We are unaware of any documented comprehensive approach detailed to evaluate both implementation and outcomes of a national, government-lead strategy to reduce obesity. The framework and methods developed for New Zealand offer some insight into this process, and how a national level evaluation might work.

The critical components are judging:

  1. 1.

    To what extent stakeholders were engaged in the process of the strategy implementation and to what extent their feedback was incorporated in to future iterations of the Strategy (continuous improvement)

  2. 2.

    To what extent the programmes, policies, and initiatives implemented span the target populations and priority areas

  3. 3.

    Whether there have been any population changes in nutrition and/or physical activity outcomes or behaviours relating to those outcomes

  4. 4.

    How much was spent on different programmes, and to what extent this spending can be considered value for money.

This paper discusses the Consortium's approach to evaluating the HEHA Strategy. This research has been approved by the New Zealand Multi-region Health and Disability Ethics Committee and the University of Otago Ngai Tahu Research Consultation Committee.


Conceptual Framework

The HEHA Strategy takes an ecological approach and recognises that environmental and socio-demographic factors influence nutrition, physical activity, and obesity. In addition, the HEHA framework draws on the Treaty of Waitangi, the Ottawa Charter [6] and two key Ministry of Health Strategies: He Korowai Oranga-Maori Health Strategy [16] the Pacific Health and Disability Action Plan[17] Because the Strategy recognizes multiple stakeholders, it has both horizontal and vertical complexity [18] and involves government and non-government organisations, as well as community and industry groups. In addition, the Strategy's effects are intended to be experienced at all levels, including organisations, agencies, communities, families/whānau and individuals. To achieve these outcomes, the Strategy must co-ordinate activities between disparate groups, which themselves have varying goals and objectives, while also meeting the needs of different stakeholders. In particular, the emphasis on Māori and Pacific models of health means the Strategy must recognise multiple cultural models.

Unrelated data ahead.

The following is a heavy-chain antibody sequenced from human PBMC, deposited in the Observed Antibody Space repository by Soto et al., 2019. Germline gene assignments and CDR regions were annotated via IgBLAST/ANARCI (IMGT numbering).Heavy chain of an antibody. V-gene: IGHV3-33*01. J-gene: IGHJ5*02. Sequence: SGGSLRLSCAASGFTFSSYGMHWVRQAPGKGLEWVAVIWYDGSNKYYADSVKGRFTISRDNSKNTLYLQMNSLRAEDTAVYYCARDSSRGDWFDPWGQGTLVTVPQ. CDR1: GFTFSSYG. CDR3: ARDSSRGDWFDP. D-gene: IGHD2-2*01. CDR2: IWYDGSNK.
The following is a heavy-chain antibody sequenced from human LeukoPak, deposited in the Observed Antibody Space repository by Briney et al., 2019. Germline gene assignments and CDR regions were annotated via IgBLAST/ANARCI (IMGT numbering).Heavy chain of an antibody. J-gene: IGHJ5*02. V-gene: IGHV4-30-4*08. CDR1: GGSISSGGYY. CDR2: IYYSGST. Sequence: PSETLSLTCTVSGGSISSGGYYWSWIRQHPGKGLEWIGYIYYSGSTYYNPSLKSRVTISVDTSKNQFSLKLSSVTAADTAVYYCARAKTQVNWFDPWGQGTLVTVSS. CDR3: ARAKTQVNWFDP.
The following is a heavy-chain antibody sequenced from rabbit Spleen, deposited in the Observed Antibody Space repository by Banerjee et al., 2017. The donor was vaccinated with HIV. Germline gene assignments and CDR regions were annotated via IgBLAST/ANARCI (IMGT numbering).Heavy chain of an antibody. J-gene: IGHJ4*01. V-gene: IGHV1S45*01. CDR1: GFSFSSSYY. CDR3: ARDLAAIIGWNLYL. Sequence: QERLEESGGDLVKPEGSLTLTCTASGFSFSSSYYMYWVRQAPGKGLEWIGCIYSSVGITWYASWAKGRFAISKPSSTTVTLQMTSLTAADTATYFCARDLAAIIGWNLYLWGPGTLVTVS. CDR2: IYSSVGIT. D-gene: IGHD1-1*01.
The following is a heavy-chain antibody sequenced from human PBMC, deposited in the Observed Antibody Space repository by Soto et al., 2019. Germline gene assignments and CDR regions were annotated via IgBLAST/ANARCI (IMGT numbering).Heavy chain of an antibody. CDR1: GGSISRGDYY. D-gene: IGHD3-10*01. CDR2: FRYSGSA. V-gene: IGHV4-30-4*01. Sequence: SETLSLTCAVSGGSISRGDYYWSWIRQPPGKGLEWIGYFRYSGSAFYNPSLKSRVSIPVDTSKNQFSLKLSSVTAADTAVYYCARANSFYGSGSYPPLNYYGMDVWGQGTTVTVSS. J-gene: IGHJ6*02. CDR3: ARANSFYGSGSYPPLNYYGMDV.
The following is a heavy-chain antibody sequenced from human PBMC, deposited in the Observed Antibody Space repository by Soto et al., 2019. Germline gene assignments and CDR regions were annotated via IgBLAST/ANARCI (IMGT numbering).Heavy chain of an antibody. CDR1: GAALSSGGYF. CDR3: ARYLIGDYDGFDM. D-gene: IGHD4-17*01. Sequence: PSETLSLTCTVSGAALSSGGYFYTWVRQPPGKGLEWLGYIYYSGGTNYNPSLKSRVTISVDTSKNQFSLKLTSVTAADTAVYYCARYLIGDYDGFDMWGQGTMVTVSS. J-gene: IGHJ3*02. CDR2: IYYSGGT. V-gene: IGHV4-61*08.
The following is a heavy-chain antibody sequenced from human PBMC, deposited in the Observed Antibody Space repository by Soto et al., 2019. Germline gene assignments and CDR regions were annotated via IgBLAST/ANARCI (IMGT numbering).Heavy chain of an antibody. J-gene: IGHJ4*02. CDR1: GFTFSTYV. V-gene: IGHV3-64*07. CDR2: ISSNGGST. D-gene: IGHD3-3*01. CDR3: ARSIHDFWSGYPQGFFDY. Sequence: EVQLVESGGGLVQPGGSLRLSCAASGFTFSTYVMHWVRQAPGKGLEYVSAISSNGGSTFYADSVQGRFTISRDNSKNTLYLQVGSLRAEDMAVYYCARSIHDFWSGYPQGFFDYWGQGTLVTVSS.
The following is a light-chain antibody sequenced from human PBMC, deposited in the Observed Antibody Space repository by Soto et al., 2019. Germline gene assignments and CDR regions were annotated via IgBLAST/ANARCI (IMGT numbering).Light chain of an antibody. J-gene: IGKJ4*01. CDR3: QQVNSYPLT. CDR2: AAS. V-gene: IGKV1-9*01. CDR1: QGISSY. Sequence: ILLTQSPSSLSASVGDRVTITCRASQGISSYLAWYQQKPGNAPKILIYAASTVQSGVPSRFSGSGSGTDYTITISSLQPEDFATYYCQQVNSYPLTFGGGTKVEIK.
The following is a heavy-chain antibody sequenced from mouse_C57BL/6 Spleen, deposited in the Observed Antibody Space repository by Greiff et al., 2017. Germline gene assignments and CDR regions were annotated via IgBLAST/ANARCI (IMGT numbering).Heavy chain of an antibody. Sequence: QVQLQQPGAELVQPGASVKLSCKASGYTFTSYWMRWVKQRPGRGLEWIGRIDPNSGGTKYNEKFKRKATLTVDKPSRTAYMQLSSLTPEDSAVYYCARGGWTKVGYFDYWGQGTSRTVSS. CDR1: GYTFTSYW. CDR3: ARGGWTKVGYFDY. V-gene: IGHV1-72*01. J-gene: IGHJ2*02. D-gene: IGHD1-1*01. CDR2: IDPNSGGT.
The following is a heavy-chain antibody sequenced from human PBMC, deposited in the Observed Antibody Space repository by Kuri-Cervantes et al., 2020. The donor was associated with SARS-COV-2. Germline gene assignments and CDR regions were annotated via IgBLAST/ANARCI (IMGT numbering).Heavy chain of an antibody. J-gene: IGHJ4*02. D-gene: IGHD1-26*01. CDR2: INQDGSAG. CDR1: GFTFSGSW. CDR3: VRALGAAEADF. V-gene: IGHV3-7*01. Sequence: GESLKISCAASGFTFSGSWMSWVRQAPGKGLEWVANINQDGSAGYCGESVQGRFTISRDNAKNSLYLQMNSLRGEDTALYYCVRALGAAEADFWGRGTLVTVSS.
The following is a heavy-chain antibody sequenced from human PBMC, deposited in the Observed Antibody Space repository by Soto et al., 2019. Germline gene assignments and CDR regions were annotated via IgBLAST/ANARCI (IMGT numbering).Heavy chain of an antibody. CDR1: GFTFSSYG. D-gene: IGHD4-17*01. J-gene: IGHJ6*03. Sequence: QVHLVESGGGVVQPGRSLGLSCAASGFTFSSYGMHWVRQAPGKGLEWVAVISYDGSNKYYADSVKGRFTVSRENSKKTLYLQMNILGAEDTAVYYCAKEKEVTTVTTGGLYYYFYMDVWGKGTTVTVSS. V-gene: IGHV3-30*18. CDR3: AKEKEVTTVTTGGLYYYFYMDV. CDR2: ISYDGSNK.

The Strategy is dynamic and thus may be influenced by changing political and social contexts. The complexity of the environment, the program and the problem is reflected in the complexity of the evaluation. As noted by other evaluators of complex programmes, they: "cannot be captured within one overarching theory" [[19], p274] A number of different theories are therefore being used to guide the evaluation, as described in the following sections.

Priority Groups: Māori and Pacific

The evaluation recognises the importance of the Treaty of Waitangi to New Zealand policymaking and the Treaty principles of partnership, protection and participation are reflected in the evaluation methodology. More specifically, the evaluation recognises the importance of Māori values, needs and aspirations to policy processes and interventions. [[20], p56] The HEHA Strategy expects Māori to play an important role in designing and delivering HEHA initiatives, but it also locates responsibility for improving Māori nutrition and physical activity levels and support services with mainstream providers [5, 410]. Evaluation of the HEHA Strategy thus requires a Māori lens that can examine how Māori-specific and mainstream initiatives have involved Māori and improved Māori health outcomes.

Māori researchers within the consortium have used a number of Māori models of health (including Durie's Te Pae Mahutonga, [21]Hua Oranga, [22] and He Taura Tieke [23]) to develop evaluation principles that acknowledge Māori development, particularly healthy lifestyles for Māori and greater social participation, and Māori autonomy, especially as this relates to priority setting and self-determination. The principles also emphasize Māori delivery of services, leadership in evaluation, and the need for integration with aligned sectors.